by Mary E. Lowd
A Deep Sky Anchor Original, June 2022
This is not a story about Spider-Man, because Spider-Man is owned by a company. This is a story about a young boy, on his first day of high school, who was bitten by a spider and fell asleep like a princess in a fairytale. He fell asleep for the life of the author — which in this case would be his parents — plus seventy years.
Understandably, his parents were very upset. They placed their son in a glass coffin like Snow White or Sleeping Beauty — but not Princess Aurora, because she’s owned by a corporation too, so really, just the generic, public domain version — and dressed him in his favorite clothes, which happened to be his Spider-Man Halloween costume, which he had purchased lawfully from a department store, let’s call it Mal-Wart, who discouraged their workers from forming a union.
The boy’s parents couldn’t take time off of work to grieve for their sleeping princess boy, because they worked at Mal-Wart, and without the protections of a union, they couldn’t afford any time off. However, the Mal-Wart they worked at agreed to let them set up their son’s glass coffin in the gardening department as a publicity stunt. At least, they could look through the panes of glass and see his sleeping face every day during their fifteen minute breaks.
The other workers at the store came together to start a GoKickMe campaign in support of the grieving parents and their sleeping son. Many of them donated a few dollars here or there, but nothing that could change the fundamental situation.
Of course, the campaign would only be fully funded if an angel donor came forward to buy into the highest tier of support — cure Not Spider-Man of his torporific affliction and in return, be rewarded with seven years of his labor as an unpaid intern, and also, seven additional years of labor from his firstborn child as an unpaid intern, and so on, and so on, ad infinitum. His parents weren’t too concerned about promising away years of the lives of their hypothetical grandchildren and great-grandchildren. Given that Mal-Wart didn’t provide any of them with health insurance, their son probably couldn’t afford to have children, and if he did, they’d likely all die from global warming before they were old enough for internships anyway.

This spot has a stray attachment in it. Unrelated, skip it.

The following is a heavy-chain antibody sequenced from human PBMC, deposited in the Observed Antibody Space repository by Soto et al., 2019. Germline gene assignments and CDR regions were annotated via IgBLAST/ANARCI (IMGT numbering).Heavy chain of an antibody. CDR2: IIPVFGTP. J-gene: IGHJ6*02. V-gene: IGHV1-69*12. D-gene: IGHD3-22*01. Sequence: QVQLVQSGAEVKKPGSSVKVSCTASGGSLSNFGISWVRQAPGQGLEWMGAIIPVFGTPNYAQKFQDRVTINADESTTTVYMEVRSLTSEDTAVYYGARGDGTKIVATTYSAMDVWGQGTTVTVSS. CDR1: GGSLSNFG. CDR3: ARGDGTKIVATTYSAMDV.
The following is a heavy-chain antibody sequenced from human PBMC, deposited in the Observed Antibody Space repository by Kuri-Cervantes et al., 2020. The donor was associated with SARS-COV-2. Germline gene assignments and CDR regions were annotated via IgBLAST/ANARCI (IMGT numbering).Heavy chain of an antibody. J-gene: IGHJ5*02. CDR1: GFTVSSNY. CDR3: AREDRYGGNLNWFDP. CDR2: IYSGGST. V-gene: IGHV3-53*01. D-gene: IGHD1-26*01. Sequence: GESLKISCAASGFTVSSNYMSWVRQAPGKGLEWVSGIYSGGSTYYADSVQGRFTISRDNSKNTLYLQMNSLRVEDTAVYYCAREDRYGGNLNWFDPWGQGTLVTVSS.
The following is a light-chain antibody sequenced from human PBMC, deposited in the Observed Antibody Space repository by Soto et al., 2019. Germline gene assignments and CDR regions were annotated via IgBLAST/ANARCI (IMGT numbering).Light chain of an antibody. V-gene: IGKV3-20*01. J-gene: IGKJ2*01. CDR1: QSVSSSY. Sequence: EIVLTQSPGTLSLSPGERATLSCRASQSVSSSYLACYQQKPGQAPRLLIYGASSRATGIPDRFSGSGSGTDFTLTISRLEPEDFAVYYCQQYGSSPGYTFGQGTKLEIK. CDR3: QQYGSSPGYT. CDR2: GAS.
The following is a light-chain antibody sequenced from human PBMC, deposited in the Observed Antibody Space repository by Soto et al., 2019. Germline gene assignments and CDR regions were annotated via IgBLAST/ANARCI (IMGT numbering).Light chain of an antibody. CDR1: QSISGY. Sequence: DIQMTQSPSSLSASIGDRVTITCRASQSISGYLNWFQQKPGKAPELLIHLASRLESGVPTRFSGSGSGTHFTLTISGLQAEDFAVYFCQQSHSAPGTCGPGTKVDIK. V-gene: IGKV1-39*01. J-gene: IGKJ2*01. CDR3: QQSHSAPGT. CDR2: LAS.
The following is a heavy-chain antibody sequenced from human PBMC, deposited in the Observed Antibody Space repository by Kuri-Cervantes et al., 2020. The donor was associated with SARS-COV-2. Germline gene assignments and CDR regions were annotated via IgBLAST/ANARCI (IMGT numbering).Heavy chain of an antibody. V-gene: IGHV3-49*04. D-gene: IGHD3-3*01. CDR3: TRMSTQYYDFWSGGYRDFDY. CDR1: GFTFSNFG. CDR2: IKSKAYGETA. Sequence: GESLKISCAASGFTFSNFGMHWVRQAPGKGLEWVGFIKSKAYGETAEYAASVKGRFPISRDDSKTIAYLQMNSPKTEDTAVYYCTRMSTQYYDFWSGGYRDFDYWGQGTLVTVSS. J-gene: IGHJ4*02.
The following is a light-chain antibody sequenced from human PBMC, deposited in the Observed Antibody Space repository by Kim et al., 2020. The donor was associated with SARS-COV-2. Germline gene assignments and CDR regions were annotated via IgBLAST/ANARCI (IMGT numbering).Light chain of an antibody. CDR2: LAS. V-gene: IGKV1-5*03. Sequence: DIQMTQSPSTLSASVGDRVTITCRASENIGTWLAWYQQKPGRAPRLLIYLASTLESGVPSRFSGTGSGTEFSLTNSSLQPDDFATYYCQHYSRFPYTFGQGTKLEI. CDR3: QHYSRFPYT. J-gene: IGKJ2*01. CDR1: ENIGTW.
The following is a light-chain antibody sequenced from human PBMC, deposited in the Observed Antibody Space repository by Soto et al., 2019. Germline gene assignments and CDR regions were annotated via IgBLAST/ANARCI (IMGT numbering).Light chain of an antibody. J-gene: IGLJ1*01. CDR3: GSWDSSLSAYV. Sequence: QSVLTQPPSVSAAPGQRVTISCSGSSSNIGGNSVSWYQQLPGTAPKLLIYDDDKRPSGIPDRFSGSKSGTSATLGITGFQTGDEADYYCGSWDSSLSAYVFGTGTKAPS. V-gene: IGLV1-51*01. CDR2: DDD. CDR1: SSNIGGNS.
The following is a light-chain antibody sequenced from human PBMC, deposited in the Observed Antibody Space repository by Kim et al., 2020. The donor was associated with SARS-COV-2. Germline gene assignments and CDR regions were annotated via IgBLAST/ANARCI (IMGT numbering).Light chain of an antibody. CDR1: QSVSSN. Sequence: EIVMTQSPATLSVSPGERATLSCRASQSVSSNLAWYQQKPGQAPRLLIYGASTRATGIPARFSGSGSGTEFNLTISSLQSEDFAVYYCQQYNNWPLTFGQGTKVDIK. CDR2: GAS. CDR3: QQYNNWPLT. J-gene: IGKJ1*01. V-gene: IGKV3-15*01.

The first potential angel donor to present himself to the bereaved parents during one of their breaks in the garden center beside their son’s glass coffin was another teenager from his high school. The boy had been one of Not Spider-Man’s friends since middle school, and he insisted that he could awake the sleeping boy — who he’d apparently had a crush on since elementary school — with True Love’s Kiss.
Not Spider-Man’s parents were unimpressed with the science (entirely non-existent) behind the boy’s pitch and sent him away unkissed, as they didn’t feel they could offer consent on their sleeping son’s behalf. Especially not for such a half-baked notion.
One by one, other potential angel donors came to the parents with similarly half-baked ideas. One mad scientist proposed transplanting a spider’s heart — which would be more compatible with the venom flowing through the boy’s body — in place of his human heart. The parent’s objected that a spider’s heart would be much too small, and the scientist countered that he could clone a human-sized spider if they would give him some seed money.
Unsurprisingly, the parents declined, and their son went on sleeping.
Eventually, another worker at the Mal-Wart came to the parents with a beautiful, shimmering cloak in her hands. She had aspirations of becoming a famous fashion designer, and she proposed to cure Not Spider-Man’s torpor with this cloak woven entirely from the silk of spiders who had been fed upon only free trade coffee beans and the most highly caffeinated sparkling water on the market. Surely, their silk could wake him up.